Fallout from the COVID pandemic has created a buzz around the concept of the employee health clinic. Companies of all sizes, especially corporations, are considering the possibility that offering a clinic could both reduce employee healthcare costs and increase overall wellness.
The science on that still hasn’t been settled. However, there is plenty of speculation that employee health clinics improve corporate wellness and save money. Yet not all is sunshine and roses. Operating an onsite health clinic comes with some drawbacks. Below are just five of them.
1. Perceived Lack of Care
There is no denying the fact that an employee health clinic is not the same thing as private practice, group practice, etc. As such, it is pretty common to observe a perceived lack of care among employees. In other words, they do not feel like they can get the same quality of care from the in-house clinic that they can get from their own doctors.
This perceived lack of care is not a hurdle that cannot be overcome. A clinic operated according to the highest quality standards will eventually win employees over. But that could take time. It could take a real measure of patience.
2. The Capital Investment
Opening an employee health clinic is by no means a cheap venture. Companies can partner with outside providers to reduce their costs, but some upfront capital investment will be required.
If providing primary care is the main goal, a good way to contain costs is to opt for a fully functioning telemedicine clinic. CSI Health (https://csihealth.net/) is a San Antonio company specializing in manufacturing health kiosks. Developing a clinic around telemedicine is a way to offer supplemental primary care at a more affordable price.
3. HIPAA Compliance
Any time an organization deals with the health records and related personal information on patients, HIPAA compliance comes into play. In short, employers that choose to operate onsite health clinics must be fully versed in HIPAA rules – and any others that might apply. At the top of the list is a rule that prevents employers from obtaining medical information and then using it against employees. Doing so is something to be avoided at all costs.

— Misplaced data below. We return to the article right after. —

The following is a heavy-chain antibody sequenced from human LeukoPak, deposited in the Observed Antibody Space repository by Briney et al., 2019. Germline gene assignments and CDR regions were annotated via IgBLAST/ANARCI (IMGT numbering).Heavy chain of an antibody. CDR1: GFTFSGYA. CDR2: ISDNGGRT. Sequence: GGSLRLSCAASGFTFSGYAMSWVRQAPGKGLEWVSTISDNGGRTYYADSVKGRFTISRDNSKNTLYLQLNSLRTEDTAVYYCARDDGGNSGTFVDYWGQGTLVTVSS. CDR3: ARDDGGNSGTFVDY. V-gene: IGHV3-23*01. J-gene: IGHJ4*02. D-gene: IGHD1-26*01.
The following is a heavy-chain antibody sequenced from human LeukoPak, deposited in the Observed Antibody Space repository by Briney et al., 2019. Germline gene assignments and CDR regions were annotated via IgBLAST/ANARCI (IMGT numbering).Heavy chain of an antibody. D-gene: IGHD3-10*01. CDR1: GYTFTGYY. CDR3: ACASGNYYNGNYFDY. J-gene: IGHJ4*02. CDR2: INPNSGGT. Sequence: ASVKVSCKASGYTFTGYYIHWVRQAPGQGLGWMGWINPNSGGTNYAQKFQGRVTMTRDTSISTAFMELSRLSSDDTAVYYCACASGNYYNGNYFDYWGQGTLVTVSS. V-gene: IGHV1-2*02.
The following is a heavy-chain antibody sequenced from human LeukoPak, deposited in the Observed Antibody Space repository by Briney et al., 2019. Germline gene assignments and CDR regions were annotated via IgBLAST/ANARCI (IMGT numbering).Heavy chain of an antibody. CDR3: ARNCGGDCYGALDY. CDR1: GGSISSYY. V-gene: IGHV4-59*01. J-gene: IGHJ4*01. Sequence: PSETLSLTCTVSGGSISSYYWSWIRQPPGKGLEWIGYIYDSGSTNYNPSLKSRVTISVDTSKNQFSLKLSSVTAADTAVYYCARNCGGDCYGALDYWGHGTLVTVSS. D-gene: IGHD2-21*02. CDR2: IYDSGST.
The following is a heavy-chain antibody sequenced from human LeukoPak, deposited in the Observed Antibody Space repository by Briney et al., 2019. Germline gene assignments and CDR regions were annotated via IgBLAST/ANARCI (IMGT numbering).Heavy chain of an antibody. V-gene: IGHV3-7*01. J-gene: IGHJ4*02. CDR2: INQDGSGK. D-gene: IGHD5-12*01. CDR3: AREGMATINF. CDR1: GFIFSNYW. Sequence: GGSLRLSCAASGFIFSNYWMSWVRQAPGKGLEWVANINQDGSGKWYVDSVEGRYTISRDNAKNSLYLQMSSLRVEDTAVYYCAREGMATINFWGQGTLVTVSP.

4. ERISA Compliance
Since 1974, most group health insurance plans have been subject to the Employee Retirement Income Security Act (ERISA). This obviously has tax implications. Well, it turns out that employer health clinics that offer services above and beyond general first aid are usually subject to ERISA rules.
Practically speaking, that means an onsite clinic needs to be operated according to the same rules that apply to a company’s group health insurance plan. Assuming the onsite clinic would replace all or some of the provisions of an employee health plan, COBRA coverage would still be required. That is just one example.
5. OSHA Compliance
Operating an onsite health clinic could open the door to further OSHA compliance under some circumstances. Depending on the type of care provided, workers may be exposed to a variety of chemicals and/or bio hazards. All such exposure is governed by OSHA regulations.
Companies with several hundred employees, or more, should find that an onsite employee health clinic saves money in the long run by reducing ER visits, containing prescription costs, and other cost-containment strategies. But companies with a hundred or fewer employers may not gain a significant return.
Employee health clinics are not a good fit for every company. It is always wise for management to do a thorough assessment from every possible angle before deciding to open a clinic. The five concerns described in this post are good starting point.